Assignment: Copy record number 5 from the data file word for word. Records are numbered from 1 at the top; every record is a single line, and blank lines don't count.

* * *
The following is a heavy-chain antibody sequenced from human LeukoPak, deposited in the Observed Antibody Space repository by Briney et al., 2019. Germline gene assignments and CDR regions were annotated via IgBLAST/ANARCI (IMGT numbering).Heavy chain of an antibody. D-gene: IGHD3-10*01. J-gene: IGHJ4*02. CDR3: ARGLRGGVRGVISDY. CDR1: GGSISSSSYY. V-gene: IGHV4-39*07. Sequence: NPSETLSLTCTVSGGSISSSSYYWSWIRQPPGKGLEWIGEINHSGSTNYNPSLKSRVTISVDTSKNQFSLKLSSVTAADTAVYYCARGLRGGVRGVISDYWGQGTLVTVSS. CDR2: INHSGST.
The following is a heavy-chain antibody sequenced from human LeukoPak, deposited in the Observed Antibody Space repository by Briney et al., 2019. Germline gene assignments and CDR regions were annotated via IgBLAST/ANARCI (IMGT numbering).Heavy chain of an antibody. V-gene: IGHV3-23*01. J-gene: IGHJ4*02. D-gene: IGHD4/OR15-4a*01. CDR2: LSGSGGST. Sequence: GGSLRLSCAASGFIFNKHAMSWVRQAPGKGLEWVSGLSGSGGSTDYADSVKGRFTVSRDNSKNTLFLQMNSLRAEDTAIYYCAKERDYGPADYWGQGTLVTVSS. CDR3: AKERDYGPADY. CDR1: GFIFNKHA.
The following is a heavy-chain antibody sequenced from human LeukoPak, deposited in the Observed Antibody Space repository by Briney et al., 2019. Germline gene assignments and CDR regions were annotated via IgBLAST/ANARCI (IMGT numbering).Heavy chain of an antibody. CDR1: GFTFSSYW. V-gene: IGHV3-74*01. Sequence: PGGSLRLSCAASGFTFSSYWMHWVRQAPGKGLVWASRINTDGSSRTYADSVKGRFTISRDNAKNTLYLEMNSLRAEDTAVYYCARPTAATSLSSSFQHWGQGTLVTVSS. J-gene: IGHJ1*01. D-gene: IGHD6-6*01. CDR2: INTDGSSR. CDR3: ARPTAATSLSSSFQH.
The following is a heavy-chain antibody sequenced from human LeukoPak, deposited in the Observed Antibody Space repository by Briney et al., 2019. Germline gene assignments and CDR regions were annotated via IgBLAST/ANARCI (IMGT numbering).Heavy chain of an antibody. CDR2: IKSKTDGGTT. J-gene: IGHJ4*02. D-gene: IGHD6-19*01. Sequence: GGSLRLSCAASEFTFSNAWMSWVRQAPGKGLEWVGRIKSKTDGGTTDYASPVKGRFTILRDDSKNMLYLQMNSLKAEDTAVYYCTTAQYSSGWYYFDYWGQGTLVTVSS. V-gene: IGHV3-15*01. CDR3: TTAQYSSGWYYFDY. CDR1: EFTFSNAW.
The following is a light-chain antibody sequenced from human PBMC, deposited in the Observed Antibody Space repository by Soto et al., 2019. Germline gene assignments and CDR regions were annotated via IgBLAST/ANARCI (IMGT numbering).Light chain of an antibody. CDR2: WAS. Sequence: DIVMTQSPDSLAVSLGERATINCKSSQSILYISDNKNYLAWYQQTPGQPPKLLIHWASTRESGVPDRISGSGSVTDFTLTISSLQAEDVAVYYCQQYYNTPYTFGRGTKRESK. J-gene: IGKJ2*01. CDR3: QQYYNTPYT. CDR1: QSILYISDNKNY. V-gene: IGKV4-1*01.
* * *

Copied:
The following is a light-chain antibody sequenced from human PBMC, deposited in the Observed Antibody Space repository by Soto et al., 2019. Germline gene assignments and CDR regions were annotated via IgBLAST/ANARCI (IMGT numbering).Light chain of an antibody. CDR2: WAS. Sequence: DIVMTQSPDSLAVSLGERATINCKSSQSILYISDNKNYLAWYQQTPGQPPKLLIHWASTRESGVPDRISGSGSVTDFTLTISSLQAEDVAVYYCQQYYNTPYTFGRGTKRESK. J-gene: IGKJ2*01. CDR3: QQYYNTPYT. CDR1: QSILYISDNKNY. V-gene: IGKV4-1*01.